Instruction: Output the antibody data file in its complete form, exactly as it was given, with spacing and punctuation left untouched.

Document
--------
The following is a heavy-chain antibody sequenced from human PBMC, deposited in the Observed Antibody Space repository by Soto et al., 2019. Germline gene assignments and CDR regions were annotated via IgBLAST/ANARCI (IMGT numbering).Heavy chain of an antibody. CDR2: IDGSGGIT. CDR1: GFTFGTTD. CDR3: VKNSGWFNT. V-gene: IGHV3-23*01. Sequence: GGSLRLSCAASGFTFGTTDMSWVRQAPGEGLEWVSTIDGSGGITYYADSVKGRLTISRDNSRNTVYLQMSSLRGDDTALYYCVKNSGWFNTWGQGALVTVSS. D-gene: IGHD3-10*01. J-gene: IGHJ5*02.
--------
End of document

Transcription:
The following is a heavy-chain antibody sequenced from human PBMC, deposited in the Observed Antibody Space repository by Soto et al., 2019. Germline gene assignments and CDR regions were annotated via IgBLAST/ANARCI (IMGT numbering).Heavy chain of an antibody. CDR2: IDGSGGIT. CDR1: GFTFGTTD. CDR3: VKNSGWFNT. V-gene: IGHV3-23*01. Sequence: GGSLRLSCAASGFTFGTTDMSWVRQAPGEGLEWVSTIDGSGGITYYADSVKGRLTISRDNSRNTVYLQMSSLRGDDTALYYCVKNSGWFNTWGQGALVTVSS. D-gene: IGHD3-10*01. J-gene: IGHJ5*02.